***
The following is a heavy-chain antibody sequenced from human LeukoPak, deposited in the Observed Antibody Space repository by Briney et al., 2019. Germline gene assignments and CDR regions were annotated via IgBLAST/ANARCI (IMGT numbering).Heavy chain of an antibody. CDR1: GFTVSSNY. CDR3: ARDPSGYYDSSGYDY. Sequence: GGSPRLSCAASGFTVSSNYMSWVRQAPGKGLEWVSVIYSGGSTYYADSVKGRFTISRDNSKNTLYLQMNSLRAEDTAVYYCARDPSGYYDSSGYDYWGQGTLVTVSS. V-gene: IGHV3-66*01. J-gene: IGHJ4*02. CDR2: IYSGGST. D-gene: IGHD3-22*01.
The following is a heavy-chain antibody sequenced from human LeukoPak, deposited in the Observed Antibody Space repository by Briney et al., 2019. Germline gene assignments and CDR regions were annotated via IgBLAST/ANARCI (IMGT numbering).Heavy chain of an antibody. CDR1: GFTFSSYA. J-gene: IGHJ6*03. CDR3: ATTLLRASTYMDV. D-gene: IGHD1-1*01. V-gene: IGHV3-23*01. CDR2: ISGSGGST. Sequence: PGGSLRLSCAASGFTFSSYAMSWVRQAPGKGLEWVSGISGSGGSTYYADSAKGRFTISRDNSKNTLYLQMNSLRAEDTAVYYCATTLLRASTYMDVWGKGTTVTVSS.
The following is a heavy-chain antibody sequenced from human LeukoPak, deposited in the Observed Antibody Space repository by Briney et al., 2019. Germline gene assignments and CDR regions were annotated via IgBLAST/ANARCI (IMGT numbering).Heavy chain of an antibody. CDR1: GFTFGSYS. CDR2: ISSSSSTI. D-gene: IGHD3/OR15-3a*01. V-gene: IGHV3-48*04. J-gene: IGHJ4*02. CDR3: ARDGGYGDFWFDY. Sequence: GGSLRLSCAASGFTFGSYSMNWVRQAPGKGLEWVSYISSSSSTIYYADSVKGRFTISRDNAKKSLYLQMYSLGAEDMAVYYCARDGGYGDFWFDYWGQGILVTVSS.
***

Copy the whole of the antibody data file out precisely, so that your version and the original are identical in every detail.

The following is a heavy-chain antibody sequenced from human LeukoPak, deposited in the Observed Antibody Space repository by Briney et al., 2019. Germline gene assignments and CDR regions were annotated via IgBLAST/ANARCI (IMGT numbering).Heavy chain of an antibody. CDR1: GFTVSSNY. CDR3: ARDPSGYYDSSGYDY. Sequence: GGSPRLSCAASGFTVSSNYMSWVRQAPGKGLEWVSVIYSGGSTYYADSVKGRFTISRDNSKNTLYLQMNSLRAEDTAVYYCARDPSGYYDSSGYDYWGQGTLVTVSS. V-gene: IGHV3-66*01. J-gene: IGHJ4*02. CDR2: IYSGGST. D-gene: IGHD3-22*01.
The following is a heavy-chain antibody sequenced from human LeukoPak, deposited in the Observed Antibody Space repository by Briney et al., 2019. Germline gene assignments and CDR regions were annotated via IgBLAST/ANARCI (IMGT numbering).Heavy chain of an antibody. CDR1: GFTFSSYA. J-gene: IGHJ6*03. CDR3: ATTLLRASTYMDV. D-gene: IGHD1-1*01. V-gene: IGHV3-23*01. CDR2: ISGSGGST. Sequence: PGGSLRLSCAASGFTFSSYAMSWVRQAPGKGLEWVSGISGSGGSTYYADSAKGRFTISRDNSKNTLYLQMNSLRAEDTAVYYCATTLLRASTYMDVWGKGTTVTVSS.
The following is a heavy-chain antibody sequenced from human LeukoPak, deposited in the Observed Antibody Space repository by Briney et al., 2019. Germline gene assignments and CDR regions were annotated via IgBLAST/ANARCI (IMGT numbering).Heavy chain of an antibody. CDR1: GFTFGSYS. CDR2: ISSSSSTI. D-gene: IGHD3/OR15-3a*01. V-gene: IGHV3-48*04. J-gene: IGHJ4*02. CDR3: ARDGGYGDFWFDY. Sequence: GGSLRLSCAASGFTFGSYSMNWVRQAPGKGLEWVSYISSSSSTIYYADSVKGRFTISRDNAKKSLYLQMYSLGAEDMAVYYCARDGGYGDFWFDYWGQGILVTVSS.